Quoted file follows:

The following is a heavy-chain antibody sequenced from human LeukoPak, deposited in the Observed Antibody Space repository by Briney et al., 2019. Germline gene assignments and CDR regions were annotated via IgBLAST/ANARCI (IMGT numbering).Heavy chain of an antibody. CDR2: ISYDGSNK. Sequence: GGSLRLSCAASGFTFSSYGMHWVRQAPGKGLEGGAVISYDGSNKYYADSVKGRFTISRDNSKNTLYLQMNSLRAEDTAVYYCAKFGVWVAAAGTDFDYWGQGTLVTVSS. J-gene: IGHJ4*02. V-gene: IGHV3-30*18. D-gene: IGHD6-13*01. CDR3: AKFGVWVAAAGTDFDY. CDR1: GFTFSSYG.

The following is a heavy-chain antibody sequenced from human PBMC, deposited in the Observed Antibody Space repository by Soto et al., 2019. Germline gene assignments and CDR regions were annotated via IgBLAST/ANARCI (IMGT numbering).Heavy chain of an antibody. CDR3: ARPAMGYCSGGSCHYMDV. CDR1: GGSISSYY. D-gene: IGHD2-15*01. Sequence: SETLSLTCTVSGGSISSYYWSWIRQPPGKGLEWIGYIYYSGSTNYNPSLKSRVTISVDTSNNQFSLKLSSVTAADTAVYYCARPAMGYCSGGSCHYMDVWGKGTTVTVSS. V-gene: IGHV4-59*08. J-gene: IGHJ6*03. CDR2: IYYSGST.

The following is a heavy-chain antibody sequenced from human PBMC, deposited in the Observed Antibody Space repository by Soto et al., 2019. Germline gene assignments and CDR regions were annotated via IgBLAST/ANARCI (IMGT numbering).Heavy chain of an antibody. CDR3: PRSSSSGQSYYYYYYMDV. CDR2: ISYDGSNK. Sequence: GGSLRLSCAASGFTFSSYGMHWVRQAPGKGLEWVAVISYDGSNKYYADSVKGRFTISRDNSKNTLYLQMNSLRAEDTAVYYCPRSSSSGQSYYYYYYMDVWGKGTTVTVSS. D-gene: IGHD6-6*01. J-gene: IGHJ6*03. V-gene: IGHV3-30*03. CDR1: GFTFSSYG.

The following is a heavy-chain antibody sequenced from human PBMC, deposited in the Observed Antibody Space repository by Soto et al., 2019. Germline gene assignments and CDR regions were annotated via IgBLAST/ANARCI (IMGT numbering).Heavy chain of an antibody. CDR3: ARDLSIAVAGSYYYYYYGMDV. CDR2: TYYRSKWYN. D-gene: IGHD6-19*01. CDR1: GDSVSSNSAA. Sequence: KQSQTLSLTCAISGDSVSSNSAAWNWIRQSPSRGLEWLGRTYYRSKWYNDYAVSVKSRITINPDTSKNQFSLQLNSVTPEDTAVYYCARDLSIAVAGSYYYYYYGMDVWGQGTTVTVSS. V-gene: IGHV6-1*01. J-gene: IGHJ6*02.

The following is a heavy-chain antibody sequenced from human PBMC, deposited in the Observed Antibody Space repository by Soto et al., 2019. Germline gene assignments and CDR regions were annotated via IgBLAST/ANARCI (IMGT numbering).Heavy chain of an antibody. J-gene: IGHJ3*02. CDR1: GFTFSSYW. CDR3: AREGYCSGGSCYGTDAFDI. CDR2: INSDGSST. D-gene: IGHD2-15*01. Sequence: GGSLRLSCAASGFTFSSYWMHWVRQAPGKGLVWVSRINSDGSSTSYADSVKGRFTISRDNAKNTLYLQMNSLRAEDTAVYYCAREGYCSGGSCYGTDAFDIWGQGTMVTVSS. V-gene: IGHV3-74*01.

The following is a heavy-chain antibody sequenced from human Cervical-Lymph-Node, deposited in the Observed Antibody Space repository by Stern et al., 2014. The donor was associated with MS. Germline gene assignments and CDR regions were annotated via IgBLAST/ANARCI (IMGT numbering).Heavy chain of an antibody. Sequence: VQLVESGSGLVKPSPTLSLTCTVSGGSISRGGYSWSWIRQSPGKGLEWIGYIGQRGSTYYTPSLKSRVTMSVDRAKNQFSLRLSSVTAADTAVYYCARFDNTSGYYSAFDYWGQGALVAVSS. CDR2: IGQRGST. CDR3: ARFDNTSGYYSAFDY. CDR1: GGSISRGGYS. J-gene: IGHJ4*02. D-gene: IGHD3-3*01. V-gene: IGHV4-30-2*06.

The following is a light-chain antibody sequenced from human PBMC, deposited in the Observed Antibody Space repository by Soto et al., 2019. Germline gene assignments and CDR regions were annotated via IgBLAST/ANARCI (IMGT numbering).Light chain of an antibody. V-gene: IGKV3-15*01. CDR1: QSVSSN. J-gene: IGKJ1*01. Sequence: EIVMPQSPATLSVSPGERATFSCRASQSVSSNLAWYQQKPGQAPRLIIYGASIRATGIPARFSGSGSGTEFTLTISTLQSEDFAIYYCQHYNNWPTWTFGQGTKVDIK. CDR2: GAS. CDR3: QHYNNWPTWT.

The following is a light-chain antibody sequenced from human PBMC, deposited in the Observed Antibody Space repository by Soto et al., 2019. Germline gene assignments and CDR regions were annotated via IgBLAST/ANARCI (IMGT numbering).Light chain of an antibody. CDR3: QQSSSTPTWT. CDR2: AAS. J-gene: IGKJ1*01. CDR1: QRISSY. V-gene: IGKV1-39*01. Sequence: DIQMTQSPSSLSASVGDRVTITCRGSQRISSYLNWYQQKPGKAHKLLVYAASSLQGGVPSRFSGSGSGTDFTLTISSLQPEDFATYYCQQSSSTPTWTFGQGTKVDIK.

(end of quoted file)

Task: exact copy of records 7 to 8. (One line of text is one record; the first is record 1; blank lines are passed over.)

The following is a light-chain antibody sequenced from human PBMC, deposited in the Observed Antibody Space repository by Soto et al., 2019. Germline gene assignments and CDR regions were annotated via IgBLAST/ANARCI (IMGT numbering).Light chain of an antibody. V-gene: IGKV3-15*01. CDR1: QSVSSN. J-gene: IGKJ1*01. Sequence: EIVMPQSPATLSVSPGERATFSCRASQSVSSNLAWYQQKPGQAPRLIIYGASIRATGIPARFSGSGSGTEFTLTISTLQSEDFAIYYCQHYNNWPTWTFGQGTKVDIK. CDR2: GAS. CDR3: QHYNNWPTWT.

The following is a light-chain antibody sequenced from human PBMC, deposited in the Observed Antibody Space repository by Soto et al., 2019. Germline gene assignments and CDR regions were annotated via IgBLAST/ANARCI (IMGT numbering).Light chain of an antibody. CDR3: QQSSSTPTWT. CDR2: AAS. J-gene: IGKJ1*01. CDR1: QRISSY. V-gene: IGKV1-39*01. Sequence: DIQMTQSPSSLSASVGDRVTITCRGSQRISSYLNWYQQKPGKAHKLLVYAASSLQGGVPSRFSGSGSGTDFTLTISSLQPEDFATYYCQQSSSTPTWTFGQGTKVDIK.